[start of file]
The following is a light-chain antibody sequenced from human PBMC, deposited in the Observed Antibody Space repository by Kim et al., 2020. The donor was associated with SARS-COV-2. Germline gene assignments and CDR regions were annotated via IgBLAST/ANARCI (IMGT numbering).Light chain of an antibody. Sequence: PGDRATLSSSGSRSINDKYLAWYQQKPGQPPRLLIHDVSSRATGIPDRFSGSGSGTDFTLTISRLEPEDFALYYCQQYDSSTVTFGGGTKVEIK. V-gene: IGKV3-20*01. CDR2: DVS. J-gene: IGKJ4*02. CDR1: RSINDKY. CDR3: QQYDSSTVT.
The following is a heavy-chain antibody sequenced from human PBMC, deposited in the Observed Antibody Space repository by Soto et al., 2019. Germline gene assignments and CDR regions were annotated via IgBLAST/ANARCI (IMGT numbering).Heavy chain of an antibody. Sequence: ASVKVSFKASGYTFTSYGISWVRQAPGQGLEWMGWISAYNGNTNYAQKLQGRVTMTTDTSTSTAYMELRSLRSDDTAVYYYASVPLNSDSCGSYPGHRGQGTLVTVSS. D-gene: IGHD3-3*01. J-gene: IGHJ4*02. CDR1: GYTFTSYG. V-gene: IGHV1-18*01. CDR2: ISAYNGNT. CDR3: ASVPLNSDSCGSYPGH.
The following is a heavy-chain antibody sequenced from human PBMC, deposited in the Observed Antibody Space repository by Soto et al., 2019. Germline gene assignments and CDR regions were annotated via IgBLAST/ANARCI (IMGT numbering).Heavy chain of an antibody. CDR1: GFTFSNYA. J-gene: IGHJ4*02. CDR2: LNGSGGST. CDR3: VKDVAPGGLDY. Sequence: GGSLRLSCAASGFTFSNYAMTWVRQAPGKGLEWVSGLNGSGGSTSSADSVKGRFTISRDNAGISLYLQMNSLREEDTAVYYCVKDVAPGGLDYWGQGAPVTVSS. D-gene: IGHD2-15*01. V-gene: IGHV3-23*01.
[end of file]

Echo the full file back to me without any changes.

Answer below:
The following is a light-chain antibody sequenced from human PBMC, deposited in the Observed Antibody Space repository by Kim et al., 2020. The donor was associated with SARS-COV-2. Germline gene assignments and CDR regions were annotated via IgBLAST/ANARCI (IMGT numbering).Light chain of an antibody. Sequence: PGDRATLSSSGSRSINDKYLAWYQQKPGQPPRLLIHDVSSRATGIPDRFSGSGSGTDFTLTISRLEPEDFALYYCQQYDSSTVTFGGGTKVEIK. V-gene: IGKV3-20*01. CDR2: DVS. J-gene: IGKJ4*02. CDR1: RSINDKY. CDR3: QQYDSSTVT.
The following is a heavy-chain antibody sequenced from human PBMC, deposited in the Observed Antibody Space repository by Soto et al., 2019. Germline gene assignments and CDR regions were annotated via IgBLAST/ANARCI (IMGT numbering).Heavy chain of an antibody. Sequence: ASVKVSFKASGYTFTSYGISWVRQAPGQGLEWMGWISAYNGNTNYAQKLQGRVTMTTDTSTSTAYMELRSLRSDDTAVYYYASVPLNSDSCGSYPGHRGQGTLVTVSS. D-gene: IGHD3-3*01. J-gene: IGHJ4*02. CDR1: GYTFTSYG. V-gene: IGHV1-18*01. CDR2: ISAYNGNT. CDR3: ASVPLNSDSCGSYPGH.
The following is a heavy-chain antibody sequenced from human PBMC, deposited in the Observed Antibody Space repository by Soto et al., 2019. Germline gene assignments and CDR regions were annotated via IgBLAST/ANARCI (IMGT numbering).Heavy chain of an antibody. CDR1: GFTFSNYA. J-gene: IGHJ4*02. CDR2: LNGSGGST. CDR3: VKDVAPGGLDY. Sequence: GGSLRLSCAASGFTFSNYAMTWVRQAPGKGLEWVSGLNGSGGSTSSADSVKGRFTISRDNAGISLYLQMNSLREEDTAVYYCVKDVAPGGLDYWGQGAPVTVSS. D-gene: IGHD2-15*01. V-gene: IGHV3-23*01.